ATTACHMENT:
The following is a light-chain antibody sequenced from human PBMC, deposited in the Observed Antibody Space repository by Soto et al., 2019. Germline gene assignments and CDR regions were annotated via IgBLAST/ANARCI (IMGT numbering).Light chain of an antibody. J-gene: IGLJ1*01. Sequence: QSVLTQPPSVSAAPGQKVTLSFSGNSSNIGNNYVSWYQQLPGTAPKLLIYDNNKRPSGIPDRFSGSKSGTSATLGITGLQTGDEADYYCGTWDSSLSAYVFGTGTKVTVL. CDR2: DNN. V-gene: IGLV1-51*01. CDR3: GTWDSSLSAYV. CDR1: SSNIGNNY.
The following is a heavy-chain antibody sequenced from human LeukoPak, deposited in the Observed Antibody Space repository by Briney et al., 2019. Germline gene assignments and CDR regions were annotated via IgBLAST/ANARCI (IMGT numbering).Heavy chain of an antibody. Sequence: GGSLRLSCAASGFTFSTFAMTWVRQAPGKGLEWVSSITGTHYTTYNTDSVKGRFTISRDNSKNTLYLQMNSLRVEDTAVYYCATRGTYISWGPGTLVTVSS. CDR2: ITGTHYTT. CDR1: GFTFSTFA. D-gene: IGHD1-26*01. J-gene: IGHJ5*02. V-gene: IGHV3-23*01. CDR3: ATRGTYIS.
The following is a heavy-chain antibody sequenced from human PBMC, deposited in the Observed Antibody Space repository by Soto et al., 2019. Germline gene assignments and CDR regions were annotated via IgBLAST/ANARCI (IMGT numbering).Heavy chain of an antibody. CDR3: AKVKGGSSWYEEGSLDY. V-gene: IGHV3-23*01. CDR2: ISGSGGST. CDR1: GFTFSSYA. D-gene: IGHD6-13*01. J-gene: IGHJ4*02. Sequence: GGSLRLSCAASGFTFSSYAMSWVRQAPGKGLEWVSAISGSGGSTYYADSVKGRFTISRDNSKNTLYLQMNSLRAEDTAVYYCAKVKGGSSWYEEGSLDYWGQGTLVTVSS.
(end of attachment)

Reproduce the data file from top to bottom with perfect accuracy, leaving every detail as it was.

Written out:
The following is a light-chain antibody sequenced from human PBMC, deposited in the Observed Antibody Space repository by Soto et al., 2019. Germline gene assignments and CDR regions were annotated via IgBLAST/ANARCI (IMGT numbering).Light chain of an antibody. J-gene: IGLJ1*01. Sequence: QSVLTQPPSVSAAPGQKVTLSFSGNSSNIGNNYVSWYQQLPGTAPKLLIYDNNKRPSGIPDRFSGSKSGTSATLGITGLQTGDEADYYCGTWDSSLSAYVFGTGTKVTVL. CDR2: DNN. V-gene: IGLV1-51*01. CDR3: GTWDSSLSAYV. CDR1: SSNIGNNY.
The following is a heavy-chain antibody sequenced from human LeukoPak, deposited in the Observed Antibody Space repository by Briney et al., 2019. Germline gene assignments and CDR regions were annotated via IgBLAST/ANARCI (IMGT numbering).Heavy chain of an antibody. Sequence: GGSLRLSCAASGFTFSTFAMTWVRQAPGKGLEWVSSITGTHYTTYNTDSVKGRFTISRDNSKNTLYLQMNSLRVEDTAVYYCATRGTYISWGPGTLVTVSS. CDR2: ITGTHYTT. CDR1: GFTFSTFA. D-gene: IGHD1-26*01. J-gene: IGHJ5*02. V-gene: IGHV3-23*01. CDR3: ATRGTYIS.
The following is a heavy-chain antibody sequenced from human PBMC, deposited in the Observed Antibody Space repository by Soto et al., 2019. Germline gene assignments and CDR regions were annotated via IgBLAST/ANARCI (IMGT numbering).Heavy chain of an antibody. CDR3: AKVKGGSSWYEEGSLDY. V-gene: IGHV3-23*01. CDR2: ISGSGGST. CDR1: GFTFSSYA. D-gene: IGHD6-13*01. J-gene: IGHJ4*02. Sequence: GGSLRLSCAASGFTFSSYAMSWVRQAPGKGLEWVSAISGSGGSTYYADSVKGRFTISRDNSKNTLYLQMNSLRAEDTAVYYCAKVKGGSSWYEEGSLDYWGQGTLVTVSS.